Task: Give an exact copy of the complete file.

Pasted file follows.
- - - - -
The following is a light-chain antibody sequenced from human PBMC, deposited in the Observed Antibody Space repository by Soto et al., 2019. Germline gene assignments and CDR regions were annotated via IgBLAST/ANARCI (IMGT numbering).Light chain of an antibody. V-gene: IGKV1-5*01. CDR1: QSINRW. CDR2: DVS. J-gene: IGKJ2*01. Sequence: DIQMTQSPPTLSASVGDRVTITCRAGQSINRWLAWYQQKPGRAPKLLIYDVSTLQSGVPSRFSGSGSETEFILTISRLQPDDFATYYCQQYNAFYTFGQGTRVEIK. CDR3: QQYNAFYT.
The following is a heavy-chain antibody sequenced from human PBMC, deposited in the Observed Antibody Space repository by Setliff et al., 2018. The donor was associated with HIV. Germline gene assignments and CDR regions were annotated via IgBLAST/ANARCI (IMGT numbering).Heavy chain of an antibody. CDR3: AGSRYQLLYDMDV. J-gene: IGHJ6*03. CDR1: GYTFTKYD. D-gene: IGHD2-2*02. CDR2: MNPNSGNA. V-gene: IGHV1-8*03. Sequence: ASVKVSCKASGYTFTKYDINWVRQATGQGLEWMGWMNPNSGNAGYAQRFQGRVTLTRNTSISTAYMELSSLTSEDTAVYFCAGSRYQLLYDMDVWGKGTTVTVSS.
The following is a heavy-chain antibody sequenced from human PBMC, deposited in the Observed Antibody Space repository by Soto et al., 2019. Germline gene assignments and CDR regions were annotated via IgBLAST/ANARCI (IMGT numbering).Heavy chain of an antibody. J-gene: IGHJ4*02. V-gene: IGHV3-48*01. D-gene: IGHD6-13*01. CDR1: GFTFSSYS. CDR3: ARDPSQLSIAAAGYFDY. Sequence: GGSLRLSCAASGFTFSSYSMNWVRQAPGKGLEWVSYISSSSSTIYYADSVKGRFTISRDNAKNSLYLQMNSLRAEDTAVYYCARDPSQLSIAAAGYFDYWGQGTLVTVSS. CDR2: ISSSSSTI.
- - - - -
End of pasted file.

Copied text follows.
The following is a light-chain antibody sequenced from human PBMC, deposited in the Observed Antibody Space repository by Soto et al., 2019. Germline gene assignments and CDR regions were annotated via IgBLAST/ANARCI (IMGT numbering).Light chain of an antibody. V-gene: IGKV1-5*01. CDR1: QSINRW. CDR2: DVS. J-gene: IGKJ2*01. Sequence: DIQMTQSPPTLSASVGDRVTITCRAGQSINRWLAWYQQKPGRAPKLLIYDVSTLQSGVPSRFSGSGSETEFILTISRLQPDDFATYYCQQYNAFYTFGQGTRVEIK. CDR3: QQYNAFYT.
The following is a heavy-chain antibody sequenced from human PBMC, deposited in the Observed Antibody Space repository by Setliff et al., 2018. The donor was associated with HIV. Germline gene assignments and CDR regions were annotated via IgBLAST/ANARCI (IMGT numbering).Heavy chain of an antibody. CDR3: AGSRYQLLYDMDV. J-gene: IGHJ6*03. CDR1: GYTFTKYD. D-gene: IGHD2-2*02. CDR2: MNPNSGNA. V-gene: IGHV1-8*03. Sequence: ASVKVSCKASGYTFTKYDINWVRQATGQGLEWMGWMNPNSGNAGYAQRFQGRVTLTRNTSISTAYMELSSLTSEDTAVYFCAGSRYQLLYDMDVWGKGTTVTVSS.
The following is a heavy-chain antibody sequenced from human PBMC, deposited in the Observed Antibody Space repository by Soto et al., 2019. Germline gene assignments and CDR regions were annotated via IgBLAST/ANARCI (IMGT numbering).Heavy chain of an antibody. J-gene: IGHJ4*02. V-gene: IGHV3-48*01. D-gene: IGHD6-13*01. CDR1: GFTFSSYS. CDR3: ARDPSQLSIAAAGYFDY. Sequence: GGSLRLSCAASGFTFSSYSMNWVRQAPGKGLEWVSYISSSSSTIYYADSVKGRFTISRDNAKNSLYLQMNSLRAEDTAVYYCARDPSQLSIAAAGYFDYWGQGTLVTVSS. CDR2: ISSSSSTI.